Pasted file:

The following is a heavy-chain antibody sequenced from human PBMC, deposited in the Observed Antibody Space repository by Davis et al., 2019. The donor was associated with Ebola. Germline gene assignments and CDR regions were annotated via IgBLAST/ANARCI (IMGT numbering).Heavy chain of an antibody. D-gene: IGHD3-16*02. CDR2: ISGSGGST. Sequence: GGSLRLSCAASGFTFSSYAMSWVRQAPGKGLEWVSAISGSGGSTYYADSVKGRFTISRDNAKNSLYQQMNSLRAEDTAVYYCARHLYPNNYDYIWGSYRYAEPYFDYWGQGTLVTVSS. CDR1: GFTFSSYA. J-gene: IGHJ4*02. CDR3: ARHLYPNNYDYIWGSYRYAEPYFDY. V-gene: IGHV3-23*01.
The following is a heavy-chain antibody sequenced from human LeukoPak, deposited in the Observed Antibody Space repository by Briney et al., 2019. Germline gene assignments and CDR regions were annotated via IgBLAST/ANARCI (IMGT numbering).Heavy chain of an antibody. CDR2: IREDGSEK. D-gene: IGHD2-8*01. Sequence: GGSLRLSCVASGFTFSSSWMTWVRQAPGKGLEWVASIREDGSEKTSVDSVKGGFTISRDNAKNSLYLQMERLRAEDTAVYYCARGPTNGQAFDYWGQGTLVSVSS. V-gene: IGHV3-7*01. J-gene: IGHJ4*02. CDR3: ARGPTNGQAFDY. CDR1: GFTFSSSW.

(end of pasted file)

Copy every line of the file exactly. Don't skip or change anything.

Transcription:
The following is a heavy-chain antibody sequenced from human PBMC, deposited in the Observed Antibody Space repository by Davis et al., 2019. The donor was associated with Ebola. Germline gene assignments and CDR regions were annotated via IgBLAST/ANARCI (IMGT numbering).Heavy chain of an antibody. D-gene: IGHD3-16*02. CDR2: ISGSGGST. Sequence: GGSLRLSCAASGFTFSSYAMSWVRQAPGKGLEWVSAISGSGGSTYYADSVKGRFTISRDNAKNSLYQQMNSLRAEDTAVYYCARHLYPNNYDYIWGSYRYAEPYFDYWGQGTLVTVSS. CDR1: GFTFSSYA. J-gene: IGHJ4*02. CDR3: ARHLYPNNYDYIWGSYRYAEPYFDY. V-gene: IGHV3-23*01.
The following is a heavy-chain antibody sequenced from human LeukoPak, deposited in the Observed Antibody Space repository by Briney et al., 2019. Germline gene assignments and CDR regions were annotated via IgBLAST/ANARCI (IMGT numbering).Heavy chain of an antibody. CDR2: IREDGSEK. D-gene: IGHD2-8*01. Sequence: GGSLRLSCVASGFTFSSSWMTWVRQAPGKGLEWVASIREDGSEKTSVDSVKGGFTISRDNAKNSLYLQMERLRAEDTAVYYCARGPTNGQAFDYWGQGTLVSVSS. V-gene: IGHV3-7*01. J-gene: IGHJ4*02. CDR3: ARGPTNGQAFDY. CDR1: GFTFSSSW.